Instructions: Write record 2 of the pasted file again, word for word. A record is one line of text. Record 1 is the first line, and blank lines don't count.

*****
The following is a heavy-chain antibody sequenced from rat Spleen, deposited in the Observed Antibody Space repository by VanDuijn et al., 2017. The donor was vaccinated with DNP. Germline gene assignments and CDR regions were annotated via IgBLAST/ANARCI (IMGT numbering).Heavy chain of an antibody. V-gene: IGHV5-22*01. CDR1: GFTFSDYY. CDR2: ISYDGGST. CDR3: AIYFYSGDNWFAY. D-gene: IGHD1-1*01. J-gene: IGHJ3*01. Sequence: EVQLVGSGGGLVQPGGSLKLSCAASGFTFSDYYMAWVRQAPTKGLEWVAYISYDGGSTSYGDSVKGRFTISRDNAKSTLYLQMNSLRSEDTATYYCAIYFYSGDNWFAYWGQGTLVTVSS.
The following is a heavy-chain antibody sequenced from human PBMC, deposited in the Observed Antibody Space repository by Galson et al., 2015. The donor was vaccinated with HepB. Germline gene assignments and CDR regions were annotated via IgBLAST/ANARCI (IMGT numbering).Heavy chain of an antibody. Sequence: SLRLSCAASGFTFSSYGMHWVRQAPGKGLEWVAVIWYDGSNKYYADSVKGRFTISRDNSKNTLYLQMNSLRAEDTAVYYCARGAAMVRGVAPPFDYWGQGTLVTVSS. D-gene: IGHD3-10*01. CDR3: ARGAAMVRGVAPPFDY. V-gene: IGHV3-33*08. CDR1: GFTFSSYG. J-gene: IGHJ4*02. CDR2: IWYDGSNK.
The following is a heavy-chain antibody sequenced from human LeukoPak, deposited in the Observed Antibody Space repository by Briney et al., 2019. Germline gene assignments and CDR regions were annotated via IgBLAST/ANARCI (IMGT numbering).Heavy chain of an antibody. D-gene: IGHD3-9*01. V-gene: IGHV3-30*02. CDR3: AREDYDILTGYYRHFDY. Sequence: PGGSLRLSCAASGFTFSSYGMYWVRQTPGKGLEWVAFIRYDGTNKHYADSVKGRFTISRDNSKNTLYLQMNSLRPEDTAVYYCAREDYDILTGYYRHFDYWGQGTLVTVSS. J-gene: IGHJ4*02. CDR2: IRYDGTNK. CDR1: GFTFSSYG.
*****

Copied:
The following is a heavy-chain antibody sequenced from human PBMC, deposited in the Observed Antibody Space repository by Galson et al., 2015. The donor was vaccinated with HepB. Germline gene assignments and CDR regions were annotated via IgBLAST/ANARCI (IMGT numbering).Heavy chain of an antibody. Sequence: SLRLSCAASGFTFSSYGMHWVRQAPGKGLEWVAVIWYDGSNKYYADSVKGRFTISRDNSKNTLYLQMNSLRAEDTAVYYCARGAAMVRGVAPPFDYWGQGTLVTVSS. D-gene: IGHD3-10*01. CDR3: ARGAAMVRGVAPPFDY. V-gene: IGHV3-33*08. CDR1: GFTFSSYG. J-gene: IGHJ4*02. CDR2: IWYDGSNK.